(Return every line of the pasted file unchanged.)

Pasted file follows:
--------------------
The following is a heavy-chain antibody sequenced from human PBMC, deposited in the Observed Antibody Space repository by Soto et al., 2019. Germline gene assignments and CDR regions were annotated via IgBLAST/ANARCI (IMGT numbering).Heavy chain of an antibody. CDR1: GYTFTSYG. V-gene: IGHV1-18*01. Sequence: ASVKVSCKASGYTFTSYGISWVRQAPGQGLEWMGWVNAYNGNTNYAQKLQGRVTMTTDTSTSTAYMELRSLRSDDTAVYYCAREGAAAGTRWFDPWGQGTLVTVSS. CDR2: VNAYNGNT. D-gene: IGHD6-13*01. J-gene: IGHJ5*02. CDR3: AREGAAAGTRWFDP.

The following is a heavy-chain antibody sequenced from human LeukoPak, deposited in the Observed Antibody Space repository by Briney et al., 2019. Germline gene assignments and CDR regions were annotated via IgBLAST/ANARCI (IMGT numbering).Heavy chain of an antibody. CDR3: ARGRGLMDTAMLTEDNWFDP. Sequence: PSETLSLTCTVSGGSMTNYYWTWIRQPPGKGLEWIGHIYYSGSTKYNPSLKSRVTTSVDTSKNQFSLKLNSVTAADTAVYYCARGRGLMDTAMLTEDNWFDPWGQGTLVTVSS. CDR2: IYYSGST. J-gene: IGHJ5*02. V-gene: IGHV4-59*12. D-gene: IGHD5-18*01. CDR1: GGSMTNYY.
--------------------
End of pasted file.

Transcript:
The following is a heavy-chain antibody sequenced from human PBMC, deposited in the Observed Antibody Space repository by Soto et al., 2019. Germline gene assignments and CDR regions were annotated via IgBLAST/ANARCI (IMGT numbering).Heavy chain of an antibody. CDR1: GYTFTSYG. V-gene: IGHV1-18*01. Sequence: ASVKVSCKASGYTFTSYGISWVRQAPGQGLEWMGWVNAYNGNTNYAQKLQGRVTMTTDTSTSTAYMELRSLRSDDTAVYYCAREGAAAGTRWFDPWGQGTLVTVSS. CDR2: VNAYNGNT. D-gene: IGHD6-13*01. J-gene: IGHJ5*02. CDR3: AREGAAAGTRWFDP.

The following is a heavy-chain antibody sequenced from human LeukoPak, deposited in the Observed Antibody Space repository by Briney et al., 2019. Germline gene assignments and CDR regions were annotated via IgBLAST/ANARCI (IMGT numbering).Heavy chain of an antibody. CDR3: ARGRGLMDTAMLTEDNWFDP. Sequence: PSETLSLTCTVSGGSMTNYYWTWIRQPPGKGLEWIGHIYYSGSTKYNPSLKSRVTTSVDTSKNQFSLKLNSVTAADTAVYYCARGRGLMDTAMLTEDNWFDPWGQGTLVTVSS. CDR2: IYYSGST. J-gene: IGHJ5*02. V-gene: IGHV4-59*12. D-gene: IGHD5-18*01. CDR1: GGSMTNYY.